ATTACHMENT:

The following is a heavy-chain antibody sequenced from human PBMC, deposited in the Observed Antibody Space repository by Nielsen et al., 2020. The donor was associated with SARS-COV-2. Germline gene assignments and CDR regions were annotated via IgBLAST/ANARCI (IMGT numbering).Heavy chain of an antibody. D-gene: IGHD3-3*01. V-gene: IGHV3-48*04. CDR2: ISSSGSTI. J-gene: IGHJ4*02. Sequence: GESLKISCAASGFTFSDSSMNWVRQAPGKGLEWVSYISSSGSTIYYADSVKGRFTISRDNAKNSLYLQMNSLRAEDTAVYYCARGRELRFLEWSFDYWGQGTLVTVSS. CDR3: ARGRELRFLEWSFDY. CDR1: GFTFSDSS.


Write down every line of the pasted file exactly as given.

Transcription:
The following is a heavy-chain antibody sequenced from human PBMC, deposited in the Observed Antibody Space repository by Nielsen et al., 2020. The donor was associated with SARS-COV-2. Germline gene assignments and CDR regions were annotated via IgBLAST/ANARCI (IMGT numbering).Heavy chain of an antibody. D-gene: IGHD3-3*01. V-gene: IGHV3-48*04. CDR2: ISSSGSTI. J-gene: IGHJ4*02. Sequence: GESLKISCAASGFTFSDSSMNWVRQAPGKGLEWVSYISSSGSTIYYADSVKGRFTISRDNAKNSLYLQMNSLRAEDTAVYYCARGRELRFLEWSFDYWGQGTLVTVSS. CDR3: ARGRELRFLEWSFDY. CDR1: GFTFSDSS.